“The idea is beginning to take root in even the most secretive corporate cultures… Its power lies in the inherent social nature of the creative process. When developers are able to access, use and build upon what their colleagues are creating, innovation can really take hold.”

Phil Granof in Wired

As we detailed in the previous post, adopting Inner Source practices creates great benefits for  companies such as saving cost, faster time to market and enabling innovation.
Commodification of Software
There’s no doubt that Inner source needs a different approach  to project management  but “hands on!” What’s the best project to start Inner Sourcing?

Software is becoming the core of most business, even the traditional ones. However it doesn’t mean that companies should build all the software they need, most of it can be easily bought or outsourced with low cost, in order to focus their efforts on their core business. Thus, Inner Source should help to add value to organizations running away from commodity.

This was the case for Philips Healthcare. Klaas-Jan Stol and Brian Fitzgerald in their article Inner Source—Adopting Open Source Development Practices in Organizations recommended to start with a seed project. That means, not starting from scratch but choosing an existing initial implementation of a software product or component.
Frank Van Der Linden, CTO at Phillips was responsible for and pioneered the setting up Inner Source within the company. He decided to start with a component suite of DICOM (Digital Imaging and Communication in Medicine) standard, used in many medical imaging tools such as x-ray and MRI (Magnetic Resonance Imaging) scanners. Philips Healthcare has a product line for diagnostic techniques in Hospitals, so they chose a core business software product for Inner Sourcing.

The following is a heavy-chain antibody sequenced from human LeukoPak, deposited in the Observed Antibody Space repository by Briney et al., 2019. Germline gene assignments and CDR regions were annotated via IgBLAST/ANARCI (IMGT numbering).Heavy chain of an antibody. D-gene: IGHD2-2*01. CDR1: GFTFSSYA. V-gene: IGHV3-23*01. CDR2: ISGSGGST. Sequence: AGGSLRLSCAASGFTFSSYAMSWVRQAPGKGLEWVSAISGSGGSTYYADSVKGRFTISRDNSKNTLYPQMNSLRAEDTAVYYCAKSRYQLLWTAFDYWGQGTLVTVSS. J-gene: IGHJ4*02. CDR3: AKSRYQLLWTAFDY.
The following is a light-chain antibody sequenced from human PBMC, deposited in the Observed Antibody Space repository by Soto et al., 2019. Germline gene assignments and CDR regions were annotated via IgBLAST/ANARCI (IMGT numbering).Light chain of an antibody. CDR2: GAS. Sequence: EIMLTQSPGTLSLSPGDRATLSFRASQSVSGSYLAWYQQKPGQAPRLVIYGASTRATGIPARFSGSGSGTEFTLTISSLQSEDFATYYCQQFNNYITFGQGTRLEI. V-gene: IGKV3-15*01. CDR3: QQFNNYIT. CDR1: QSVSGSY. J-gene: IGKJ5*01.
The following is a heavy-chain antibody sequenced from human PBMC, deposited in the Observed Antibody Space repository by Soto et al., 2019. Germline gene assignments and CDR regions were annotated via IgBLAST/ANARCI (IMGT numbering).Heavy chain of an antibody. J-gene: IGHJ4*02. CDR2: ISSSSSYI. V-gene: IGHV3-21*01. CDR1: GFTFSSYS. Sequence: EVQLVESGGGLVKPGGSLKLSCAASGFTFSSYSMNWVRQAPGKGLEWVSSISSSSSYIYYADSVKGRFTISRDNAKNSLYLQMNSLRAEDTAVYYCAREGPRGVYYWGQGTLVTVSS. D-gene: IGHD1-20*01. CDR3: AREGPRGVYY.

Van Der Linden reports enormous business benefits using Inner Sourcing as a process for developing:

  • Three times more product groups served.
  • Substantially improved product quality (Improved feedback from product groups)
  • Product groups find defects earlier.
  • Significant time to market gains.
  • Growing an active Inner Source community – Over 60% of the PH software community involved.

Philips and other companies running Inner Sourcing learned from Open Source projects, they understood how to align and coordinate efforts. In the next post, we will talk about essential tools to enable Inner Sourcing.

Some metrics of Open Source development in “the Cloud”

Are you still waiting for “The Year of the Desktop”? Not sure when it will happen, but it is clear that the Open Source movement around “Cloud Computing” is growing and growing.

The number of companies releasing Open Source code, contributing to Open Source cloud projects increases each month. A good example to see it is the “under developmentCNCF Grimoire Dashboard:

Table and chart showing CNCF organizations diversity numbers and evolution
CNCF organizations diversity numbers and evolution

And during these days, in events like CloudNativeCon and KubeCon we’ll see more data and insights about how big the open cloud ecosystem is becoming. Do you want a preview?